• Pax

    You ought to be open to that possibility, but just like with every other truth claim, you’d need reasons to believe it.

    • http://www.BillDahl.net Bill Dahl

      Pax: How about this reason: “God is simply too … too…too… to be confined within the constructs of the human imagination.” We’re just not that smart.

      • Pax

        I don’t understand the argument. Are there religions claiming that God can be confined within the constructs of human imagination? We can’t understand everything about God so therefore everyone who claims something about God is wrong? Or, all are right?

  • MarkE

    Christian’s and non-Christians alike have to struggle with the question “What if we are wrong?” I like what Dallas Willard is fond of saying: “I may be wrong about some of this. If I knew which parts were wrong, I would stop it.”

    If one is wrong about exclusivism, then evangelism – especially cross-cultural – may be problematic, or even counterproductive. If one is wrong about inclusivism, no harm no foul.

    • http://www.BillDahl.net Bill Dahl

      MarkE – Perhaps you’ve hit on a seminal point: Perhaps it’s time for Christians and non-Christians top intentionally come together and discuss this possibility; “What if we’re wrong?” – then “my hostility toward “you” is misplaced…we can be friends, allies, colleagues in something far more important than protecting what we believe we know”…possible? Absolutely reorients the “hostility” Brian McLaren so eloquently describes in his most recent book.

      • MarkE

        Great point you and Brian make. If exclusivity is wrong, then hostility and other non-productive attitudes are additional harms – though one could argue they are harms still if exclusivity is right.

        • http://www.winter60.blogspot.com Lausten North

          Don’t the major monotheisms handle the exclusivity problem by claiming that their goal is to bring people to their god? So you’re not really excluding, just needing to educate. Except of course the versions where the chosen people are pre-selected or otherwise limited, but I don’t consider that mainstream, or worth addressing. Given that, why would one argue for exclusivity?

          • MarkE

            At best, exclusivity may be a psychological mechanism we use to strengthen belief or identity, at worst, to consolidate power.

    • http://www.yeshua21.com Wayne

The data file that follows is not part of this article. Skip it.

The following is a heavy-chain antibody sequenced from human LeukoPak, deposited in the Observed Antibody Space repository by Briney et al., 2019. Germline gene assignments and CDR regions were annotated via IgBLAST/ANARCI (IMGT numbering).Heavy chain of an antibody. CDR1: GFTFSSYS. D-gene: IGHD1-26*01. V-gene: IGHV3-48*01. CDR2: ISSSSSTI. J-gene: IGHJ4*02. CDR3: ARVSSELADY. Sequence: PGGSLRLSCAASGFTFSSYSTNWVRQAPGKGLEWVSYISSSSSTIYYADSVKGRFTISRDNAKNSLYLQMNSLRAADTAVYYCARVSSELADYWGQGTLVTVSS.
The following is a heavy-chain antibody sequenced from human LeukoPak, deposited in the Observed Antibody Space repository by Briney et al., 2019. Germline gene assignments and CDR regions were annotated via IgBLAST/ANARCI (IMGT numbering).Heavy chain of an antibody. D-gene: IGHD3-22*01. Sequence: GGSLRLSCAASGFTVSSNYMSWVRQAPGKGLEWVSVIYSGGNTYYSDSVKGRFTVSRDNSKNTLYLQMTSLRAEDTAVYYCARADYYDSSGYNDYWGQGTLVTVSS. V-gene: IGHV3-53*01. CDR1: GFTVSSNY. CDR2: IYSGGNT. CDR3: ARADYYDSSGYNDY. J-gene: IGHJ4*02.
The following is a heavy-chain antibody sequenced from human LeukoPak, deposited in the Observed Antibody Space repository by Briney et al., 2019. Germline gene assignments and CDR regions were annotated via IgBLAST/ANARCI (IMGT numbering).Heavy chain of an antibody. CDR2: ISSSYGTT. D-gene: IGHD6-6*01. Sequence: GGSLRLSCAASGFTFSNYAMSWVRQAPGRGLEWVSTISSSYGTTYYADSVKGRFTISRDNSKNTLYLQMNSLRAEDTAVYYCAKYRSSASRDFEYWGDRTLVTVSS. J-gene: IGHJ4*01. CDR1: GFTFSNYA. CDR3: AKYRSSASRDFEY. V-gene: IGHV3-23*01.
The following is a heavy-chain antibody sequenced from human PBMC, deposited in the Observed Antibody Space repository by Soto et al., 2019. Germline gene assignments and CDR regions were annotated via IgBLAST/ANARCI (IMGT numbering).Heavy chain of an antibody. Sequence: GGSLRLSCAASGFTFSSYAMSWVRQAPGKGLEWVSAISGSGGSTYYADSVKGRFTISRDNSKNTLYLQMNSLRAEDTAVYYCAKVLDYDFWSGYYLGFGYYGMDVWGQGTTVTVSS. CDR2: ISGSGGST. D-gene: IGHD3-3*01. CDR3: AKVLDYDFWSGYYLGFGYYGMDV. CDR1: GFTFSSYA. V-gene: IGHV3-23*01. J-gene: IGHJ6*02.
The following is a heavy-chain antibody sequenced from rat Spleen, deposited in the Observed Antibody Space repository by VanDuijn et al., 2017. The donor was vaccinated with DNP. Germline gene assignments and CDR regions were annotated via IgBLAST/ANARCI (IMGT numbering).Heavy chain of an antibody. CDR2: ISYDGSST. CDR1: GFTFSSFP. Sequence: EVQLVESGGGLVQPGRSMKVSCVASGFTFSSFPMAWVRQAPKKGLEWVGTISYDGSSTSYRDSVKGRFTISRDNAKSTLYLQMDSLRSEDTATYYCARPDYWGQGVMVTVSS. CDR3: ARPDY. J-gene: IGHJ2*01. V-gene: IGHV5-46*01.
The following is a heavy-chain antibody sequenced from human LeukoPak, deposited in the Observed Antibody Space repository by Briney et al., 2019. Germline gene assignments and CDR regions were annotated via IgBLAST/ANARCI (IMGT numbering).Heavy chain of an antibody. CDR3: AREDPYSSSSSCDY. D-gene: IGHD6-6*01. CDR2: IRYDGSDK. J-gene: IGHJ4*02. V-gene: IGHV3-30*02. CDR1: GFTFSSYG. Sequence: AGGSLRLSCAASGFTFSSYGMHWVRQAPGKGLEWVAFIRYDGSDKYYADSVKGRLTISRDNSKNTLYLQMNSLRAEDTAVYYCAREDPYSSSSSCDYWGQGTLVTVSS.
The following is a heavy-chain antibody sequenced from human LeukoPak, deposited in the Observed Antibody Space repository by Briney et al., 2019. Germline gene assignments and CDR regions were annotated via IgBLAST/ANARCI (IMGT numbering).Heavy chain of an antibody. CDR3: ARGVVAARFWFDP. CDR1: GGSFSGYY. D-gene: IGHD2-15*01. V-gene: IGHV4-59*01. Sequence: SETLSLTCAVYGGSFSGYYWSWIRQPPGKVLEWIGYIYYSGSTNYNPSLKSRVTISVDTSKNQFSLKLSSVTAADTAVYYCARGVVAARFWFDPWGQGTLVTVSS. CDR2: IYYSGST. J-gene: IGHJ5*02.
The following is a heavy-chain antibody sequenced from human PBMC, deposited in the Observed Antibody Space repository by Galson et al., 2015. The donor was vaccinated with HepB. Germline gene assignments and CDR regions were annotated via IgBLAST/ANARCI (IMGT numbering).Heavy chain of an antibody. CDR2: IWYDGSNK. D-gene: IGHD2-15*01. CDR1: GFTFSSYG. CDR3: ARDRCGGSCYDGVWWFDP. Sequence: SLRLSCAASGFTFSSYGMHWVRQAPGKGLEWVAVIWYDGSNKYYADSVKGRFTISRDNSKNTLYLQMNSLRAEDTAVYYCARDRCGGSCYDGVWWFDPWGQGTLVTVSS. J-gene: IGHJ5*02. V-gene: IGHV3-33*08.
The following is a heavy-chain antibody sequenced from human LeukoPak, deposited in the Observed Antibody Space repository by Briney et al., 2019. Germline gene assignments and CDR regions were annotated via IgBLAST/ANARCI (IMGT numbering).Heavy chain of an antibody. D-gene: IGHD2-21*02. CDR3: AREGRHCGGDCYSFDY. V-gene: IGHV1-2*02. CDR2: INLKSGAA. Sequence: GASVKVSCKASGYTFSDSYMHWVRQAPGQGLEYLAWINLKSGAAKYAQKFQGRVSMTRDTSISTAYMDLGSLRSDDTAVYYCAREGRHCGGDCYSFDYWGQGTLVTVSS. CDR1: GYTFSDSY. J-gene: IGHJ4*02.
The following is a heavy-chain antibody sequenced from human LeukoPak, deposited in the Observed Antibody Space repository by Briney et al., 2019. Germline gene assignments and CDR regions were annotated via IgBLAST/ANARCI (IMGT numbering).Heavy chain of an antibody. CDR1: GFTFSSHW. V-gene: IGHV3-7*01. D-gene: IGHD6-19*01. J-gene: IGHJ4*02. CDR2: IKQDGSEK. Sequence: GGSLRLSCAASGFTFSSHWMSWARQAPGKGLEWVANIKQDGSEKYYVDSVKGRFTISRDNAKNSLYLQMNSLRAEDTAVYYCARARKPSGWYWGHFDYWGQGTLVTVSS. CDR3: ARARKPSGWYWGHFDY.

I suspect that most of us are familiar with teachings of other faiths that provide evidence for the claim that there is no people and no culture without the light of truth-–both the light shining on the inside (i.e. the Divine presence) AND the light provided by various scriptures and other traditional teachings that point seekers (more or less effectively) to that inner light of Divine presence (which is the Way, the Truth, and the Life). One can acknowledge this without imagining that all religions are the same or of equal validity OR that Christians should abandoned their missionary activities in foreign lands.

      Without a doubt, the advent of Christ in Jesus of Nazareth (as proclaimed in the New Testament teachings and as revealed in some aspects of the uniquely Christian culture that grew out of them) is a clear and world-historic revelation which will continue to offer a unique contribution to the symphony of wisdom traditions that have come down to us from antiquity. Nevertheless, most Christians who truly expose themselves to the teachings of other cultures and other traditions find that they are also truly enriched by them; they find that far from being without God and without hope (as is sometimes said), non-Christian peoples, too, have access to the Way, the Truth, and the Life; and that their cultures, too, offer unique contributions to the symphony of wisdom traditions–traditions that, thanks to the Internet, we can all, to some extent, begin to enjoy!

      http://jeshua21.wordpress.com/interfaith-accents/

  • Jim Armstrong

    It was a question like this, …or two, …or… that finally brought me to an important juncture. Everything within me at the time (then a life-long churchman in relatively conservative orthodoxy) brought me to a particular conclusion of this sort that I could no longer walk away from. That led me to a simple, but profoundly sincere prayer, “If I’m wrong, then I pray for forgiveness and redirection.”

    Redirection never happened, but I did very shortly thereafter come to a new sense of grace. And it was simply this: I was in this moment essentially asking for grace from the divine as I took a potentially consequential step. But I had done that before as a child, also feeling at risk as I had learned and accepted in my faith tradition.

    What came into sudden and sharper focus was that if there was in the background of these decisions a certain peril, then I was then, AND ALWAYS HAD BEEN, living at the pleasure (and grace) of the Divine. In short, in my understanding at the time, this actually strengthened my faith in Divine grace. And this step, taken in trust, born of the best of my understanding, ability, conscience and courage at the time, was taken under that same umbrella of divine grace.

    Over the years, my understandings have changed quite a bit in an evolving faith walk, but that event remains an identifiable, significant and freeing pivot points for me.

  • http://thewearypilgrim.typepad.com/the_weary_pilgrim/ ron cole

    I started my journey upright, head up, full steam ahead…I had it all figured out, categorized, labeled. There was one way, I was on the “right” path. ( Insert 45 years of lived experience, reading the sacred wisdom of other faiths, traveling the global village, research and conversations. I now stumble on my hands and knees, reaching not blindly…but humbly, trying to navigate a landscape covered in divine fingerprints.